Can this technique only be used on brass?

  9. D Hillemeyer
    D Hillemeyer says:

    Has anyone tried using regular alcohol with acrylic paint, or do you have to use the special coloring alcohols? I lover the Guildders Paste, but have so many pearly paint pots and colors that I’d like to try them on metals.

  10. B3wald
    B3wald says:

    Can you mix the Vintaj paints with the Adirondack acrylics? I recently ordered the Vintaj but would like to “tone down” the color. Any suggestions? I’ve not used any of the patinas or paints before.

  11. J Manyak
    J Manyak says:

    I would like to use the dabbers on my hand-stamped bangles, to fill in words (text). A lot of my customers keep their jewelry on when they wash their hands or are otherwise near water. Are the acrylic dabbers waterproof? What about the Adirondack inks? Are they waterproof? If possible, I don’t want to get involved with sealants. Which would be my better choice?


  12. No Photo
    Taryn P says:

    I am new to theses products but am very interested in trying them on Vintaj altered blanks. My question is do I need to use the alcohol blending solution with the alcohol inks? If not then what is it for exactly?


  13. No Photo
    l_waddell says:

    Would you add the color to plated brass or raw brass? And if it is added to raw brass, would you then need for it to be plated over the coloring or would this ruin the color? How would you then seal the color on the raw brass in order to make it into a quality jewelry piece?

    I am not familiar w/ using raw brass, but recently purchased some lockets and am trying to figure out if they need plated and how to add color to them. Don’t want to ruin them!

    Thanks for any info!

  14. No Photo
    RonnyJ says:

    Will someone explain how you use mixatives? I would love to use the gold on a project, but don’t know how.

  15. Ali
    Ali says:

    I apologize for missing so many of your questions regarding this particular Tip & Technique! Get ready, here come a lot of answers:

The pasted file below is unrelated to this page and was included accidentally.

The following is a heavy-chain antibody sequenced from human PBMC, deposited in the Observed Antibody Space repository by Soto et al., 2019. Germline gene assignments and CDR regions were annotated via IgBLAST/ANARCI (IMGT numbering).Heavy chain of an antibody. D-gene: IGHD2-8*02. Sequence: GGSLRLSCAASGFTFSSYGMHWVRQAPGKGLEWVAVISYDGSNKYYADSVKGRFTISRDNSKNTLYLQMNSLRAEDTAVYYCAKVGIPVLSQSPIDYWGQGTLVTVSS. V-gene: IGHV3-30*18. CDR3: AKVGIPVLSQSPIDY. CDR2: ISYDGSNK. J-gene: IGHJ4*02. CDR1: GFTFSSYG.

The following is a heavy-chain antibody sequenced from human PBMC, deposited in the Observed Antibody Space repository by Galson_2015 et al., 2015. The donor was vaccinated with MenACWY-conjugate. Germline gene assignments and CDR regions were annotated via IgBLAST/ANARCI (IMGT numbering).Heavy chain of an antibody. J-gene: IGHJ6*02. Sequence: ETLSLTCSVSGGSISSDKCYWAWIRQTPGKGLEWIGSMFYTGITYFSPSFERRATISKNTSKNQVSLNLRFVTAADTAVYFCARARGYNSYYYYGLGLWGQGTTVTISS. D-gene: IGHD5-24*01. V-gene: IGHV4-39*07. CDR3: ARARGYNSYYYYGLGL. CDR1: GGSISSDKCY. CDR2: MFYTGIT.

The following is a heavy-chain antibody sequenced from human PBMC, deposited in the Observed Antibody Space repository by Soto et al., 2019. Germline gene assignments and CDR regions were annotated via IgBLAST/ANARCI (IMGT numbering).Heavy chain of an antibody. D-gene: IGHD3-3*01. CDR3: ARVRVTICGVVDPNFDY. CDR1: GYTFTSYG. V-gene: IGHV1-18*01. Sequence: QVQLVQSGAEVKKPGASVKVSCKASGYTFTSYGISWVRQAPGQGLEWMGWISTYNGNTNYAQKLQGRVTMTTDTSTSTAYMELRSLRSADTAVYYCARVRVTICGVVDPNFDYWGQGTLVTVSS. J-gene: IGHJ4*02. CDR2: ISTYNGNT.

@ handychick – This technique of coloring metal can be used on any metal.

    @ B Waldrep – No, I would not mix the Vintaj Patina Inks with acrylic paint. The Vintaj Patina Inks have been designed to bond permanently to your raw metal. If you want to tone down the color, mix one of the “whiter shades” with a bolder color or use the Vintaj Glaze to thin the color.

    @ J Manyak – Yes, acrylic paint (when it has dried) is waterproof.

    @ Taryn P – The blending solution is not essential to using the alcohol inks. However, if you would like to blend your colors together, the blending solution can be very helpful, just make sure to go a little bit at a time.

    @ l-waddell – I would recommend sealing the color if you used the alcohol inks or gilder’s paste on your raw brass.

    @ R Hunter – Just make sure to shake the mixatives up well (that ball inside should bounce around a bit) and then use the same way as any other alcohol inks.

  16. No Photo
    Beret W says:

    So much information on this site !!!

  17. No Photo
    Myrna g says:

    I CAN’T WAIT TO TRY THIS. I love lot’s of color and different idea’s. Thanks

  18. No Photo
    Eha K says:

    May I use alcohol ink with polymer clay?

  19. TerribleFishArtworksMsu
    TerribleFishArtworksMsu says:

    Eha K, I would think not but not experienced with that. Remember alcohol is a solvent and can actually lift acrylic paints so I think it may not be good with the clay. Make a small test item and try it out!